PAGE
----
Recently we were approached to design an urn for an upcoming exhibit curated by Lundgren Monuments which explores the territory of death. We were immediately fascinated by the idea, but having such little knowledge about the process of cremation our initial design concepts were quickly challenged by unknown variables, both technical and psychological.
To better understand the ways of cremation we were introduced to Forest Lawn Crematorium in West Seattle, where we toured the grounds and facilities. The original mausoleum from 1954 is a pristine example of mid-century modern architecture. It has been immaculately cared for over the years and today’s post shares a few shots of this exceptional, emotionally moving space.
The building composition is immediately striking, clean formal lines with deliberate acts of asymmetry. Walls of glass are framed between massive brick volumes, the entry is clear to find and at the same time doesn’t make a spectacle of itself. The mature landscape sits confidently in the foreground and softens up the massing of the structure.
Once inside, the clean, symmetrical geometries provide a pleasing atmosphere. Each hall terminates with a framed view, intentional to the landscape beyond. The walls are perfectly organized into grids allowing for caskets and urns to be efficiently stored while each is still respectfully given the surface to be properly recognized. Wall mounted vases break up the grid and offer color and warmth. The space is quiet, harmonious and lends well to being with your thoughts.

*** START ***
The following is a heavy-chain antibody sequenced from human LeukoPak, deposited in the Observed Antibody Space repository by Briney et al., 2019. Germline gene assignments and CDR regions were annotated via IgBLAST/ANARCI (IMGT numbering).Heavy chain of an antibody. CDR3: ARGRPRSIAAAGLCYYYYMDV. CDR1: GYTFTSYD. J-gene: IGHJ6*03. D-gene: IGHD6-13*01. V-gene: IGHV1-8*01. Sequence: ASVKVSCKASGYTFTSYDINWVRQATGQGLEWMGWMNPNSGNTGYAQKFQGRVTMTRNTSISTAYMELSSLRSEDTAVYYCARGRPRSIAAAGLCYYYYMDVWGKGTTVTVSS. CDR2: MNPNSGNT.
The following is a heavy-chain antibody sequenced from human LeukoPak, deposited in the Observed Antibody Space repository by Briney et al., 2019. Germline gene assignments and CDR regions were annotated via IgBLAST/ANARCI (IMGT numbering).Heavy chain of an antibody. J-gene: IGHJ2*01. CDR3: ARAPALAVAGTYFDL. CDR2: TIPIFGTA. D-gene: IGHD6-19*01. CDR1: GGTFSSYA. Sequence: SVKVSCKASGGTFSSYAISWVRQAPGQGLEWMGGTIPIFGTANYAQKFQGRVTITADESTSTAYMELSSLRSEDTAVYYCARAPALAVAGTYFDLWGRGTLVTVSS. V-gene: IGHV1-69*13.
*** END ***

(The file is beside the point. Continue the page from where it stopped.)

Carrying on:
To individuals like ourselves, who spend most of our time thinking about design and the physical experience of the world around us, we couldn’t help but come to a strange conclusion; why is it that so many of us wait until death to surround ourselves with a harmonious, inspiring environment? There wasn’t a single architectural move or physical quality that couldn’t just as easily be attained and enjoyed during life.
The behind the scenes tour, which included the cremation oven, was equally as fascinating. Forest Lawn has been making an enormous amount of progress in evolving the industry of cremation into a process of inclusion. The facilities are warm and comforting; the cremation oven is formal and presentable. We’re big fans of transparency and clear communication in our own industry and we greatly admire the front-runners who are achieving it in their own respective realms.
We’ll be sharing our progress of the urn design in future blog posts, you can also get a sneak peak by following us on Twitter. The Architect and the Urn exhibit opens this June in Seattle, stay tuned for more details on the BUILDblog.